The Double Effect: In Theory and in Practice

  • Lynn R. Webster


It is not always possible to perform clinical interventions that benefit a patient without also triggering some degree of harm. The double effect (DE) is both a moral and pragmatic principle to determine whether the good outcome resulting from an action outweighs any detrimental secondary effects. The principle’s underpinnings are lodged in medieval, theological thought, and the continuing clinical significance of DE to a diverse, technological society is the subject of much debate among scientists and philosophers. In the scientific literature, DE is most often invoked to address questions of what is moral and ethical in end-of-life care.


Palliative Care Respiratory Depression Patient Autonomy Double Effect Hippocratic Oath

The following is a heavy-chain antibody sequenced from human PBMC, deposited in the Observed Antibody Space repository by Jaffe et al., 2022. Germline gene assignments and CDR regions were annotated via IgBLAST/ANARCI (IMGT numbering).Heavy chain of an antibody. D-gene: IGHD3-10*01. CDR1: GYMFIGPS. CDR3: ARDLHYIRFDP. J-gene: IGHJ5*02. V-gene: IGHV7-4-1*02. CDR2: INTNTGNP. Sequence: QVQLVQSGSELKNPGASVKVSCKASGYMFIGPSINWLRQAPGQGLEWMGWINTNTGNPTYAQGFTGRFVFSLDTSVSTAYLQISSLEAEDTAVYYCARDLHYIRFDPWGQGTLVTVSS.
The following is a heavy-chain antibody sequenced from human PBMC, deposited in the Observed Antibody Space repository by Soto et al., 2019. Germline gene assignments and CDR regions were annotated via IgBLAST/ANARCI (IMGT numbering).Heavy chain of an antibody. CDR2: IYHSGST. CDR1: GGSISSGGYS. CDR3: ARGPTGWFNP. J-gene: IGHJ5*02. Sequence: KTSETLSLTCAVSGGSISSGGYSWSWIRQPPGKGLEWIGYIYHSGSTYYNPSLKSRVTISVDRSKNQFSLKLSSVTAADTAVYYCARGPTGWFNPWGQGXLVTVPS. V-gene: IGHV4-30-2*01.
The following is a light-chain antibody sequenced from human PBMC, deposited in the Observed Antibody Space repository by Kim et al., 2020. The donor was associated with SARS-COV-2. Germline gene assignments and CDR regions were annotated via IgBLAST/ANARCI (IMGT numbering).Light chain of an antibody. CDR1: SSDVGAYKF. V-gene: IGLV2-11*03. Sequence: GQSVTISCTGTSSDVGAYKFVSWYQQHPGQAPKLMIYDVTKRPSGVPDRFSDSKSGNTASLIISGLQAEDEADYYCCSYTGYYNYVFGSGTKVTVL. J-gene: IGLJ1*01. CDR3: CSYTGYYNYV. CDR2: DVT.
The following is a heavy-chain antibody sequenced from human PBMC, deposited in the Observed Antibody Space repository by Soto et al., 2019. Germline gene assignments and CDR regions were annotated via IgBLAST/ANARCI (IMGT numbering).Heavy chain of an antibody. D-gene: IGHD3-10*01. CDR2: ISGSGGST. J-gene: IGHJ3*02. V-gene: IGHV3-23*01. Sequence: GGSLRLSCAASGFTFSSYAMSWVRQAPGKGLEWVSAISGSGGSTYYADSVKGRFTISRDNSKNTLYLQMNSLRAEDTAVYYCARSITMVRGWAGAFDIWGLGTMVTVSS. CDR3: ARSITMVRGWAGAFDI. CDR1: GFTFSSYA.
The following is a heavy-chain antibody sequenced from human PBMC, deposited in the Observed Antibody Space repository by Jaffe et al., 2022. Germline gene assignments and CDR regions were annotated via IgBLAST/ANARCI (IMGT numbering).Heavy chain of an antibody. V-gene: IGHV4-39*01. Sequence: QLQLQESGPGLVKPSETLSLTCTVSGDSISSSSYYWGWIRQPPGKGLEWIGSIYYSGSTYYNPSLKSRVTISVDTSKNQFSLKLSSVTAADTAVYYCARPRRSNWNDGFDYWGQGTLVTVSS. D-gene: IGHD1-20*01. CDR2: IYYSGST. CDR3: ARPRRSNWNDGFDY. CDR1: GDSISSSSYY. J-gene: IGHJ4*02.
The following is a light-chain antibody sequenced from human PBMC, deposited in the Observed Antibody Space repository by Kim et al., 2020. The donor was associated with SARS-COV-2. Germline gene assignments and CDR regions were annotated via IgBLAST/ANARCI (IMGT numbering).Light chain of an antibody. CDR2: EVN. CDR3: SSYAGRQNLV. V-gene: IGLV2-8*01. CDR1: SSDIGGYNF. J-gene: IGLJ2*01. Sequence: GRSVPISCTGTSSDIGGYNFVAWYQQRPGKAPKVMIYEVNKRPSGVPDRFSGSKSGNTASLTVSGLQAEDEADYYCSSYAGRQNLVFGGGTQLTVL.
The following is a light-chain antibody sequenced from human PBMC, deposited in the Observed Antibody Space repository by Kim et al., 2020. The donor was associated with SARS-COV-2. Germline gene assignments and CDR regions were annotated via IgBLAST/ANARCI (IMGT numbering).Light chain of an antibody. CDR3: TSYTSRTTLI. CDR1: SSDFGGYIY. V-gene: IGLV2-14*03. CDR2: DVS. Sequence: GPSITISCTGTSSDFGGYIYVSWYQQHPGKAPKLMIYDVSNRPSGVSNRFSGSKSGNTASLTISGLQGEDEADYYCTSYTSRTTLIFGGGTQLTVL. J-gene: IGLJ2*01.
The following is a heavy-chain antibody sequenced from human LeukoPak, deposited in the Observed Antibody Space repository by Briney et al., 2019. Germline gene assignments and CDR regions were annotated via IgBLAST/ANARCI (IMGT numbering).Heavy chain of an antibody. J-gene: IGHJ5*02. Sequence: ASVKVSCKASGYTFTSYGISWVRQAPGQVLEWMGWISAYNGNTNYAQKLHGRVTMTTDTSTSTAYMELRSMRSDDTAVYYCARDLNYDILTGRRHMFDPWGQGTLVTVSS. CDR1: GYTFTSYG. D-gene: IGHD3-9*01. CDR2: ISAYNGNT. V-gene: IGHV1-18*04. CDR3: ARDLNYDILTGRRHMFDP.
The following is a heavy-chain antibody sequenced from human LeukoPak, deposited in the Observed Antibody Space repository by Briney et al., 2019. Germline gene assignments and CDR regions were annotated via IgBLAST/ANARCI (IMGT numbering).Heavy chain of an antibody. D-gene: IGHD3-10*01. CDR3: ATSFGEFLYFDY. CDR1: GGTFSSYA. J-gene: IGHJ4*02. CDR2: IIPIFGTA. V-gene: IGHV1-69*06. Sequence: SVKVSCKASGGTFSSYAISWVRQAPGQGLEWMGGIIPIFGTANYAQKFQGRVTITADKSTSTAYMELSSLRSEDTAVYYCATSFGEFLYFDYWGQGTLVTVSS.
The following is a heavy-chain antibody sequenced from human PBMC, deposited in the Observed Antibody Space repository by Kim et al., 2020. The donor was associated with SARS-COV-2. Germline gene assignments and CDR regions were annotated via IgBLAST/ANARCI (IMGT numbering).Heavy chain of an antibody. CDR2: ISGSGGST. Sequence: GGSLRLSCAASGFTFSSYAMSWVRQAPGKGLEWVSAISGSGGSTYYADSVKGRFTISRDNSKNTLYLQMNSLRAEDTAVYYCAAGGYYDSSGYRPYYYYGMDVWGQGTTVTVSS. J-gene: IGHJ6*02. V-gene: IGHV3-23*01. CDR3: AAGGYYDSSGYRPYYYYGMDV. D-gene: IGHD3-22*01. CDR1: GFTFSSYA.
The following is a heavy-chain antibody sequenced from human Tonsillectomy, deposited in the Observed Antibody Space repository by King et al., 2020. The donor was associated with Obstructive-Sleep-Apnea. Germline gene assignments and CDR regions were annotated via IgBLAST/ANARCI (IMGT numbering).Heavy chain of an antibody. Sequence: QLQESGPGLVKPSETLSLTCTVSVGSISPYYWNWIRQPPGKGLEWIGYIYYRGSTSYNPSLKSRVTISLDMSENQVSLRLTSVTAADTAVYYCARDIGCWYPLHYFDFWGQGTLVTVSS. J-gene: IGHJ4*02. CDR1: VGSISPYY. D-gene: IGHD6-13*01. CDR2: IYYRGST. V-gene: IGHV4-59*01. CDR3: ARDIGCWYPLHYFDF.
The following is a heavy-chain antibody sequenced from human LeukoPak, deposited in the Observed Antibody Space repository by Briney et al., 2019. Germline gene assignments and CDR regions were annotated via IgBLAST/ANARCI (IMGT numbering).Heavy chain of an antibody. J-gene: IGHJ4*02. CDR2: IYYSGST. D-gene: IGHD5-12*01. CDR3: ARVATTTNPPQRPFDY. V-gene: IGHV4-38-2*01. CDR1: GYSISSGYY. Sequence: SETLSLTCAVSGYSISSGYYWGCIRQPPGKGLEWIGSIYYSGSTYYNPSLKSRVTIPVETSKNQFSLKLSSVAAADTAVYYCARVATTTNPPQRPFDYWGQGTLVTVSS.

These keywords were added by machine and not by the authors. This process is experimental and the keywords may be updated as the learning algorithm improves.



Beth Dove of Dove Medical Communications, Salt Lake City, Utah, contributed technical writing and manuscript review. (Note: Please note the spelling of Dove – not Dover – Medical Communications).


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Copyright information

© American Academy of Pain Medicine 2013

Authors and Affiliations

  1. 1.Clinical ResearchSalt Lake CityUSA

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